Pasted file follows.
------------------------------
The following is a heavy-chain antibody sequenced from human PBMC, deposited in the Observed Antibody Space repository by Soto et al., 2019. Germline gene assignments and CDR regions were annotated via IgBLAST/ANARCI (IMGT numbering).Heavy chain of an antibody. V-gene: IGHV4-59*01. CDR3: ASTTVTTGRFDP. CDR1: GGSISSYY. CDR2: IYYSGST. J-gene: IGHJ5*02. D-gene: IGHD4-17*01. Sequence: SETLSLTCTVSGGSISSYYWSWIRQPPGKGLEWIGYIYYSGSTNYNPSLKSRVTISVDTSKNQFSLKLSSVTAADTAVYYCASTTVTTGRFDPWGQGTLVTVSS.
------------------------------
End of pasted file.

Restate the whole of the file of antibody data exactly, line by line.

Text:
The following is a heavy-chain antibody sequenced from human PBMC, deposited in the Observed Antibody Space repository by Soto et al., 2019. Germline gene assignments and CDR regions were annotated via IgBLAST/ANARCI (IMGT numbering).Heavy chain of an antibody. V-gene: IGHV4-59*01. CDR3: ASTTVTTGRFDP. CDR1: GGSISSYY. CDR2: IYYSGST. J-gene: IGHJ5*02. D-gene: IGHD4-17*01. Sequence: SETLSLTCTVSGGSISSYYWSWIRQPPGKGLEWIGYIYYSGSTNYNPSLKSRVTISVDTSKNQFSLKLSSVTAADTAVYYCASTTVTTGRFDPWGQGTLVTVSS.